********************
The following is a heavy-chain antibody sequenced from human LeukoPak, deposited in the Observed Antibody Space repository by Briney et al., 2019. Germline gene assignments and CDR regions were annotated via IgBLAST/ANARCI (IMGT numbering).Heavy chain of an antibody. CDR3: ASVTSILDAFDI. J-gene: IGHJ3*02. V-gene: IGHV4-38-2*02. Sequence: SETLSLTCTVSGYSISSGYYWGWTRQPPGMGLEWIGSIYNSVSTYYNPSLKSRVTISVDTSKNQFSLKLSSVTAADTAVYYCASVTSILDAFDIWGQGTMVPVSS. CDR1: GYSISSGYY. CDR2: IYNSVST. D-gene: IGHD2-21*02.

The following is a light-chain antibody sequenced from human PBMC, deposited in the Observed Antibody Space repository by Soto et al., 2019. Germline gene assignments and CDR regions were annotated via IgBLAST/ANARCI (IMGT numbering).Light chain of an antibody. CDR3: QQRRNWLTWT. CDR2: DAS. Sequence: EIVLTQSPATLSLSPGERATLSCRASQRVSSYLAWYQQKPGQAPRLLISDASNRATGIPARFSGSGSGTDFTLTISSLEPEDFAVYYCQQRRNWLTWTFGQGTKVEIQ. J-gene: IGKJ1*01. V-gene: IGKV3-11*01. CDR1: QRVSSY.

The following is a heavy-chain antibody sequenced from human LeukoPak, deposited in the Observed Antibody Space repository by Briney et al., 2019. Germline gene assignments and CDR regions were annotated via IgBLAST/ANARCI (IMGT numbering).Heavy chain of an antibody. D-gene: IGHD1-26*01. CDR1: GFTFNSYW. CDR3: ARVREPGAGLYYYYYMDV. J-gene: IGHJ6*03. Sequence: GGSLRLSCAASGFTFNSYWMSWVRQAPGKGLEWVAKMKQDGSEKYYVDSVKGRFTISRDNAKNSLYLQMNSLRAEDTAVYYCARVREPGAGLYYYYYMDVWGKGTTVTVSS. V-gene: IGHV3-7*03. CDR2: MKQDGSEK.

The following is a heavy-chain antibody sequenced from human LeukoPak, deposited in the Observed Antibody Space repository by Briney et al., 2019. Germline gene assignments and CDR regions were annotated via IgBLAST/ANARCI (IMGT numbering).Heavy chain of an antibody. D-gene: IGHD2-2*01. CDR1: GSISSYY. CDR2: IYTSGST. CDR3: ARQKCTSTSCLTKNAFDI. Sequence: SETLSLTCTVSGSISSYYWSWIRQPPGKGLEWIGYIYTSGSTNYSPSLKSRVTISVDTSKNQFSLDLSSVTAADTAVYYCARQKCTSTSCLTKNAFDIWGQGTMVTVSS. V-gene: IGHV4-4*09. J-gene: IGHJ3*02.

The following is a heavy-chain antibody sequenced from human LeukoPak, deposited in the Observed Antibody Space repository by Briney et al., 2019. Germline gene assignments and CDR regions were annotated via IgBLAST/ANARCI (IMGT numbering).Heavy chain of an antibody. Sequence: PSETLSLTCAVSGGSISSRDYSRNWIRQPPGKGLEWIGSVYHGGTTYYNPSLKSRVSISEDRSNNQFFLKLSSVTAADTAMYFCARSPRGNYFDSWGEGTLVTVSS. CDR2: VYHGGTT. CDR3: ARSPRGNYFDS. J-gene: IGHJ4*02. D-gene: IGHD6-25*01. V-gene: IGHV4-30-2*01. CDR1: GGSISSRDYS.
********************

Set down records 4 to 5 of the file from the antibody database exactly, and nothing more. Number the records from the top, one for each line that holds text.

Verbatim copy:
The following is a heavy-chain antibody sequenced from human LeukoPak, deposited in the Observed Antibody Space repository by Briney et al., 2019. Germline gene assignments and CDR regions were annotated via IgBLAST/ANARCI (IMGT numbering).Heavy chain of an antibody. D-gene: IGHD2-2*01. CDR1: GSISSYY. CDR2: IYTSGST. CDR3: ARQKCTSTSCLTKNAFDI. Sequence: SETLSLTCTVSGSISSYYWSWIRQPPGKGLEWIGYIYTSGSTNYSPSLKSRVTISVDTSKNQFSLDLSSVTAADTAVYYCARQKCTSTSCLTKNAFDIWGQGTMVTVSS. V-gene: IGHV4-4*09. J-gene: IGHJ3*02.

The following is a heavy-chain antibody sequenced from human LeukoPak, deposited in the Observed Antibody Space repository by Briney et al., 2019. Germline gene assignments and CDR regions were annotated via IgBLAST/ANARCI (IMGT numbering).Heavy chain of an antibody. Sequence: PSETLSLTCAVSGGSISSRDYSRNWIRQPPGKGLEWIGSVYHGGTTYYNPSLKSRVSISEDRSNNQFFLKLSSVTAADTAMYFCARSPRGNYFDSWGEGTLVTVSS. CDR2: VYHGGTT. CDR3: ARSPRGNYFDS. J-gene: IGHJ4*02. D-gene: IGHD6-25*01. V-gene: IGHV4-30-2*01. CDR1: GGSISSRDYS.